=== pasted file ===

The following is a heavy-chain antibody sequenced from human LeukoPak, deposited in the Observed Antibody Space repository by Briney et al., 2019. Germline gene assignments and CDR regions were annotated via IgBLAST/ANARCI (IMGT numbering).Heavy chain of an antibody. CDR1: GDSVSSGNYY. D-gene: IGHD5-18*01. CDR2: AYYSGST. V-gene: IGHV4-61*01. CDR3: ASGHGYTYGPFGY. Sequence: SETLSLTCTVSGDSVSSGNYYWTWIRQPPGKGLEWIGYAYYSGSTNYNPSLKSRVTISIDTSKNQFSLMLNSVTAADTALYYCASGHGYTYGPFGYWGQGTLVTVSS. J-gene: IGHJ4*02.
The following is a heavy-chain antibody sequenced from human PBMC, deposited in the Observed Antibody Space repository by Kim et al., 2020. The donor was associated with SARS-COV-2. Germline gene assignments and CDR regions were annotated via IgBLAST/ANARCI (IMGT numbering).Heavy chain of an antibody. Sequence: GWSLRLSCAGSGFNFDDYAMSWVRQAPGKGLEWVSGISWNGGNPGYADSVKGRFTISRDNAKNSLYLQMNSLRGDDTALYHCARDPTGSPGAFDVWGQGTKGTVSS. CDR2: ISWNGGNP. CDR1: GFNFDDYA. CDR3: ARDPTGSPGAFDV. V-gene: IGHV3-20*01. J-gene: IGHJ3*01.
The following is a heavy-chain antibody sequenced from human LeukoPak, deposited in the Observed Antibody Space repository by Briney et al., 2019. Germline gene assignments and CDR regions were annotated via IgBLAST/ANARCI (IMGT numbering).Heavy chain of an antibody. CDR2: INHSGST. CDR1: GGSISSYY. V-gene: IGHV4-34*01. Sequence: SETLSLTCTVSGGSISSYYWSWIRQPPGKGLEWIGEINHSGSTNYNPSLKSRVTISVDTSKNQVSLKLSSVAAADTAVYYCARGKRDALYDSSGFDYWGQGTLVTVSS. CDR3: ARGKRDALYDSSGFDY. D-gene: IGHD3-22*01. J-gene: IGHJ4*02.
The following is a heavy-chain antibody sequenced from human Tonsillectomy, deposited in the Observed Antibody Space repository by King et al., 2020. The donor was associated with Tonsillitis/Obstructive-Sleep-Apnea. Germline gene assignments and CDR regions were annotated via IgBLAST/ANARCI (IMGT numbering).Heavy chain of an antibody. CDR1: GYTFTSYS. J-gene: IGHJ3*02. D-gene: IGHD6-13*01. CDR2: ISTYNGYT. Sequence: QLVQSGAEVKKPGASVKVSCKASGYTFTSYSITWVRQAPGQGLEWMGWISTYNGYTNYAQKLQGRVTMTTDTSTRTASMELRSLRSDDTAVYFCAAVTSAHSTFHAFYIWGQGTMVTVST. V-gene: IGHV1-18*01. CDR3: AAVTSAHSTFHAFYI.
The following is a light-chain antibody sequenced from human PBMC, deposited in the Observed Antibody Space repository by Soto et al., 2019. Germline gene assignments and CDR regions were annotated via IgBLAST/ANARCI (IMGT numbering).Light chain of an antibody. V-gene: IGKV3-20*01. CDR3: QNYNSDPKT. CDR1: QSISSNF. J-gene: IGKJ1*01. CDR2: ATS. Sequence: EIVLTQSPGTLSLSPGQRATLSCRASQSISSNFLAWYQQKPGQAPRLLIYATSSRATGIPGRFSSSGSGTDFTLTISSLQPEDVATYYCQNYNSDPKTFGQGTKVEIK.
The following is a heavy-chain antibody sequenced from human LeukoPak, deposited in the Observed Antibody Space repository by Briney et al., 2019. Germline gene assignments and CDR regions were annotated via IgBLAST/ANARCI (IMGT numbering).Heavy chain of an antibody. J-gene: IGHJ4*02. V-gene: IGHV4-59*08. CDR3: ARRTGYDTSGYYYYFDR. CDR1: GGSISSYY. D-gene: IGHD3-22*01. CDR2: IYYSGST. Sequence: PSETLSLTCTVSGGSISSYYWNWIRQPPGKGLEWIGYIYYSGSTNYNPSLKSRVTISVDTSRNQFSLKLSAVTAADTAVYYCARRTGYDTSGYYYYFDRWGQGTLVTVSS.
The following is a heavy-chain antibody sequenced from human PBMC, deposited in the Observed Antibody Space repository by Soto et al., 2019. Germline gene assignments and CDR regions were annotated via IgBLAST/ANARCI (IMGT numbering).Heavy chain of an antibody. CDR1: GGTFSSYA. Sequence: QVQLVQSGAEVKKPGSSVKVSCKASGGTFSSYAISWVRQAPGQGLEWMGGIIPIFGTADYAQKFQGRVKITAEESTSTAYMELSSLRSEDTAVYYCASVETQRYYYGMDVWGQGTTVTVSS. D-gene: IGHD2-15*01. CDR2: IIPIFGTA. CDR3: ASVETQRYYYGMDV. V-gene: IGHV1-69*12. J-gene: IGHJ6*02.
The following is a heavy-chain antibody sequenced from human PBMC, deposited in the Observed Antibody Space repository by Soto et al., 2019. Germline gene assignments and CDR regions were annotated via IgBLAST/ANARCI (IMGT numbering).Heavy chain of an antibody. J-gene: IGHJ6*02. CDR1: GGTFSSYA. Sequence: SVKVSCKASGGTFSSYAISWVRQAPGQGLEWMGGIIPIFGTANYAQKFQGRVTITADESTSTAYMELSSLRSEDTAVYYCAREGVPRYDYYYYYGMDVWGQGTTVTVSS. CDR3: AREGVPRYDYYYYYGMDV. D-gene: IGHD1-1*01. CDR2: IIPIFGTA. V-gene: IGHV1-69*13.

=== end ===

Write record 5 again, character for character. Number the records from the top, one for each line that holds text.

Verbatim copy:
The following is a light-chain antibody sequenced from human PBMC, deposited in the Observed Antibody Space repository by Soto et al., 2019. Germline gene assignments and CDR regions were annotated via IgBLAST/ANARCI (IMGT numbering).Light chain of an antibody. V-gene: IGKV3-20*01. CDR3: QNYNSDPKT. CDR1: QSISSNF. J-gene: IGKJ1*01. CDR2: ATS. Sequence: EIVLTQSPGTLSLSPGQRATLSCRASQSISSNFLAWYQQKPGQAPRLLIYATSSRATGIPGRFSSSGSGTDFTLTISSLQPEDVATYYCQNYNSDPKTFGQGTKVEIK.